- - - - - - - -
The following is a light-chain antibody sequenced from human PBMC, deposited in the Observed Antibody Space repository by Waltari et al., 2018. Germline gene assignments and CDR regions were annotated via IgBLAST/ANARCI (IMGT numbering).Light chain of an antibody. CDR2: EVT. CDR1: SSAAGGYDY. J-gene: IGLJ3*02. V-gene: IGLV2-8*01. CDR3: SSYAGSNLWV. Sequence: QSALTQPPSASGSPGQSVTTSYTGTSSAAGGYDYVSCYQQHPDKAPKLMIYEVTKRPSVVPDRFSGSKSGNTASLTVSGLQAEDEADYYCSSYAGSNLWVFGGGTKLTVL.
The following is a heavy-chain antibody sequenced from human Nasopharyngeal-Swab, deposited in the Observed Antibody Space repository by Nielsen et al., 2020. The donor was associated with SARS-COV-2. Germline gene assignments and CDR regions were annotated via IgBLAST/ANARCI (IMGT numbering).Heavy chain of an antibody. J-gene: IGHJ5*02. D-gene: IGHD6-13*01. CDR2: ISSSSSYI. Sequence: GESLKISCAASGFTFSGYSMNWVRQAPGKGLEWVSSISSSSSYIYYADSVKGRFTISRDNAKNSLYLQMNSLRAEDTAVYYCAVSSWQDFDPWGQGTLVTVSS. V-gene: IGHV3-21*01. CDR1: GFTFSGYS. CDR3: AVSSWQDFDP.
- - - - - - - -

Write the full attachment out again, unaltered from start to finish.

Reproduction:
The following is a light-chain antibody sequenced from human PBMC, deposited in the Observed Antibody Space repository by Waltari et al., 2018. Germline gene assignments and CDR regions were annotated via IgBLAST/ANARCI (IMGT numbering).Light chain of an antibody. CDR2: EVT. CDR1: SSAAGGYDY. J-gene: IGLJ3*02. V-gene: IGLV2-8*01. CDR3: SSYAGSNLWV. Sequence: QSALTQPPSASGSPGQSVTTSYTGTSSAAGGYDYVSCYQQHPDKAPKLMIYEVTKRPSVVPDRFSGSKSGNTASLTVSGLQAEDEADYYCSSYAGSNLWVFGGGTKLTVL.
The following is a heavy-chain antibody sequenced from human Nasopharyngeal-Swab, deposited in the Observed Antibody Space repository by Nielsen et al., 2020. The donor was associated with SARS-COV-2. Germline gene assignments and CDR regions were annotated via IgBLAST/ANARCI (IMGT numbering).Heavy chain of an antibody. J-gene: IGHJ5*02. D-gene: IGHD6-13*01. CDR2: ISSSSSYI. Sequence: GESLKISCAASGFTFSGYSMNWVRQAPGKGLEWVSSISSSSSYIYYADSVKGRFTISRDNAKNSLYLQMNSLRAEDTAVYYCAVSSWQDFDPWGQGTLVTVSS. V-gene: IGHV3-21*01. CDR1: GFTFSGYS. CDR3: AVSSWQDFDP.